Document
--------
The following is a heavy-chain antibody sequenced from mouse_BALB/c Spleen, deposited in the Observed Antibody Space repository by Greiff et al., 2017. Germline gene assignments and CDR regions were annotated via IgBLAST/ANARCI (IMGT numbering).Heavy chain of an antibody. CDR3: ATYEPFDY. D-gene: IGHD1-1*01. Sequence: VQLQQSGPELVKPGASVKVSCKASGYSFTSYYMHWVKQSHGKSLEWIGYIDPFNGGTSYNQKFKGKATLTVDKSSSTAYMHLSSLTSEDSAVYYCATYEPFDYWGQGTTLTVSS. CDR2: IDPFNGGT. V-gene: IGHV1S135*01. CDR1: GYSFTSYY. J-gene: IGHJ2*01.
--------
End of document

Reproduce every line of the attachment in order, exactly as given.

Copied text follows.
The following is a heavy-chain antibody sequenced from mouse_BALB/c Spleen, deposited in the Observed Antibody Space repository by Greiff et al., 2017. Germline gene assignments and CDR regions were annotated via IgBLAST/ANARCI (IMGT numbering).Heavy chain of an antibody. CDR3: ATYEPFDY. D-gene: IGHD1-1*01. Sequence: VQLQQSGPELVKPGASVKVSCKASGYSFTSYYMHWVKQSHGKSLEWIGYIDPFNGGTSYNQKFKGKATLTVDKSSSTAYMHLSSLTSEDSAVYYCATYEPFDYWGQGTTLTVSS. CDR2: IDPFNGGT. V-gene: IGHV1S135*01. CDR1: GYSFTSYY. J-gene: IGHJ2*01.